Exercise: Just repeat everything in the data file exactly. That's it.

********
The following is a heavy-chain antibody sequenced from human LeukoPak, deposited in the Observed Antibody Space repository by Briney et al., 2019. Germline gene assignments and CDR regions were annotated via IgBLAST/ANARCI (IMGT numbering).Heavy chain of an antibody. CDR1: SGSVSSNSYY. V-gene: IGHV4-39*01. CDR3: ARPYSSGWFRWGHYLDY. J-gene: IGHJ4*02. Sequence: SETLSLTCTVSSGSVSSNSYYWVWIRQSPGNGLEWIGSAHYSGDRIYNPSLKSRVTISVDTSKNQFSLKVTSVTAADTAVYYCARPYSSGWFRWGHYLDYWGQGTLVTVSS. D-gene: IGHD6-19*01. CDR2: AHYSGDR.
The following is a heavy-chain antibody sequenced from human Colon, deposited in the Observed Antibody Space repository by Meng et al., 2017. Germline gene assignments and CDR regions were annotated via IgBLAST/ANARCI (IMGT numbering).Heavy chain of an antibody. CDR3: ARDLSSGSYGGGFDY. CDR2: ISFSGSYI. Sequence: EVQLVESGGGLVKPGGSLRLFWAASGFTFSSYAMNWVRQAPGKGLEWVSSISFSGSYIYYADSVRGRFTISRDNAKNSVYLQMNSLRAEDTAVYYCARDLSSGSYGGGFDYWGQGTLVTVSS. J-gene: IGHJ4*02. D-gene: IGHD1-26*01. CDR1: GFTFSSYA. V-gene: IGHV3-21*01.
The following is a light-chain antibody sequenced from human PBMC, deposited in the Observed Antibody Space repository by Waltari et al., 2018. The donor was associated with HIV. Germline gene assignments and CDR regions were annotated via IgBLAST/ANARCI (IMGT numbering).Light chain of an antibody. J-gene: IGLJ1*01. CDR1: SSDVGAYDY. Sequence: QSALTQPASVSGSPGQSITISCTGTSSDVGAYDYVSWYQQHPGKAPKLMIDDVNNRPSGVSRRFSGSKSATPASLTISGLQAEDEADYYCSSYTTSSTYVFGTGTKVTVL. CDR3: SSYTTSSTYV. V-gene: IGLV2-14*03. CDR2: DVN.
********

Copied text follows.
The following is a heavy-chain antibody sequenced from human LeukoPak, deposited in the Observed Antibody Space repository by Briney et al., 2019. Germline gene assignments and CDR regions were annotated via IgBLAST/ANARCI (IMGT numbering).Heavy chain of an antibody. CDR1: SGSVSSNSYY. V-gene: IGHV4-39*01. CDR3: ARPYSSGWFRWGHYLDY. J-gene: IGHJ4*02. Sequence: SETLSLTCTVSSGSVSSNSYYWVWIRQSPGNGLEWIGSAHYSGDRIYNPSLKSRVTISVDTSKNQFSLKVTSVTAADTAVYYCARPYSSGWFRWGHYLDYWGQGTLVTVSS. D-gene: IGHD6-19*01. CDR2: AHYSGDR.
The following is a heavy-chain antibody sequenced from human Colon, deposited in the Observed Antibody Space repository by Meng et al., 2017. Germline gene assignments and CDR regions were annotated via IgBLAST/ANARCI (IMGT numbering).Heavy chain of an antibody. CDR3: ARDLSSGSYGGGFDY. CDR2: ISFSGSYI. Sequence: EVQLVESGGGLVKPGGSLRLFWAASGFTFSSYAMNWVRQAPGKGLEWVSSISFSGSYIYYADSVRGRFTISRDNAKNSVYLQMNSLRAEDTAVYYCARDLSSGSYGGGFDYWGQGTLVTVSS. J-gene: IGHJ4*02. D-gene: IGHD1-26*01. CDR1: GFTFSSYA. V-gene: IGHV3-21*01.
The following is a light-chain antibody sequenced from human PBMC, deposited in the Observed Antibody Space repository by Waltari et al., 2018. The donor was associated with HIV. Germline gene assignments and CDR regions were annotated via IgBLAST/ANARCI (IMGT numbering).Light chain of an antibody. J-gene: IGLJ1*01. CDR1: SSDVGAYDY. Sequence: QSALTQPASVSGSPGQSITISCTGTSSDVGAYDYVSWYQQHPGKAPKLMIDDVNNRPSGVSRRFSGSKSATPASLTISGLQAEDEADYYCSSYTTSSTYVFGTGTKVTVL. CDR3: SSYTTSSTYV. V-gene: IGLV2-14*03. CDR2: DVN.